Quebec Premier François Legault is seen on his way to a news conference on the COVID-19 pandemic on Tuesday at the legislature in Quebec City. (THE CANADIAN PRESS/Jacques Boissinot)

Quebec will hand out stiff fines for people who break anti-COVID-19 rules

People across wide swaths of Quebec woke up to a new government mandate this morning: obey restrictions and measures put in place to combat COVID-19 or face some very stiff fines.

The restrictions and measures apply to the province’s red-zone hotspots–Montreal, Quebec City and the Chaudière-Appalaches region (east of Quebec City and known historically as the “Beauce”)–all three of which were put put on high alert on Monday.

They include:

  • A ban on home gatherings, with some exceptions, such as a single caregiver, babysitter, tradesperson or technician, allowed per visit.
  • All bars and casinos are closed. Restaurants can offer only takeout.
  • Museums, cinemas and theatres are closed.
  • Being less than two metres apart will be prohibited. Masks will be mandatory during demonstrations.
  • Houses of worship and venues for events, such as funerals and weddings, will have a 25-person limit.

Schools will remain open, the CBC’s Isaac Olson reports, as will hair salons, hotels and similar businesses, as well as gyms and indoor swimming pools.

Libraries will remain open to borrow books only.

To help the estimated 12,000 businesses forced to close, the Quebec government is making $100 million in financial aid available.

Most of the directives were announced on Monday, but just hours before they were due to kick in at midnight, Premier François Legault told an early-evening press conference why and how he was going to back them up.

People sit at a bar in downtown Montreal as Premier Francois Legault holds a press conference on television on Monday, announcing anti-COVID-19 measures. Bars are now closed across three regions in the province, including Montreal. (THE CANADIAN PRESS/Ryan Remiorz)

“Lives are at stake. We want to keep our children in schools,” he said. 

“We also want to protect our health network.”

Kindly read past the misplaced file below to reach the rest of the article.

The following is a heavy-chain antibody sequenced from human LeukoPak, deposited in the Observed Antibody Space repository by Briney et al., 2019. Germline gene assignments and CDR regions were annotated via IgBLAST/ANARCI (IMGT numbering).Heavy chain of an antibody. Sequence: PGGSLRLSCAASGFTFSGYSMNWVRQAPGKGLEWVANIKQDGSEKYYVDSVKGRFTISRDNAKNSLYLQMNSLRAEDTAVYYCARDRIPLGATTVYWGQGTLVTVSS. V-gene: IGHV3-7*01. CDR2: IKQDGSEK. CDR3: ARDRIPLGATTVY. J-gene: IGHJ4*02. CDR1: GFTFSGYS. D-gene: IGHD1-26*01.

Police, Legault said, will be issuing $1,000 fines to those who violate the rules and–with fees–the fines will rise to over $1,500. 

And he said police are now authorized to demand proof of residency and if residents refuse entry, officers will be able to obtain a warrant from a judge by phone, allowing them to enter houses and hand out tickets.

“I want to be very clear: the police are not going to start knocking at random on every door in Quebec,” Legault added.

“There will be no witch hunts.” 

Legault said all gatherings will be banned, even outside in public parks.

“Police officers will start by trying to disperse the gatherings, but if people don’t cooperate, fines can be given,” he said.

Quebec made masks mandatory inside public spaces in July and there have been several anti-mask demonstrations since, including last night.

A man carries a picture of Quebec Premier François Legault and Dr. Horacio Arruda, Quebec’s director of public health, during an anti-mask rally Wednesday evening in Montreal. (THE CANADIAN PRESS/Paul Chiasson)

Recent polls show Canadians are feeling increasingly anxious about the recent increase of COVID-19 cases and also suggest show a growing impatience with anti-mask demonstrations.

But a poll in September suggested almost a quarter of Canadians believed warnings from public officials and medical experts were overblown.

That poll also found that about 57 per cent of respondents said they had eased their adherence to one or more of public health safety measures over the previous month.

Since the start of the pandemic, Quebec has suffered the most cases of COVID-19 in Canada–with 74,288 confirmed cases; 5,834 persons have died. 

On Wednesday, authorities reported 838 new cases in the province but no deaths.

The latest numbers of confirmed COVID-19 cases in Canada as of 4 a.m. EDT on Oct. 1, 2020: There are 158,765 confirmed cases in Canada. — Quebec: 74,288 confirmed (including 5,834 deaths, 62,564 resolved) — Ontario: 51,710 confirmed (including 2,848 deaths, 43,907 resolved) — Alberta: 18,062 confirmed (including 267 deaths, 16,213 resolved) — British Columbia: 9,138 confirmed (including 234 deaths, 7,591 resolved) — Manitoba: 1,993 confirmed (including 20 deaths, 1,327 resolved) — Saskatchewan: 1,913 confirmed (including 24 deaths, 1,750 resolved) — Nova Scotia: 1,088 confirmed (including 65 deaths, 1,021 resolved) — Newfoundland and Labrador: 274 confirmed (including 3 deaths, 269 resolved) — New Brunswick: 200 confirmed (including 2 deaths, 192 resolved) — Prince Edward Island: 59 confirmed (including 57 resolved) — Yukon: 15 confirmed (including 15 resolved) — Repatriated Canadians: 13 confirmed (including 13 resolved) — Nunavut: No confirmed cases, 7 presumptive — Northwest Territories: 5 confirmed (including 5 resolved) — Total: 158,765 (7 presumptive, 158,758 confirmed including 9,297 deaths, 134,924 resolved) (The Canadian Press)

With files from CBC News (Isaac Olson), The Canadian Press, RCI

Categories: Economy, Health, Society
Tags: , ,

Do you want to report an error or a typo? Click here!

For reasons beyond our control, and for an undetermined period of time, our comment section is now closed. However, our social networks remain open to your contributions.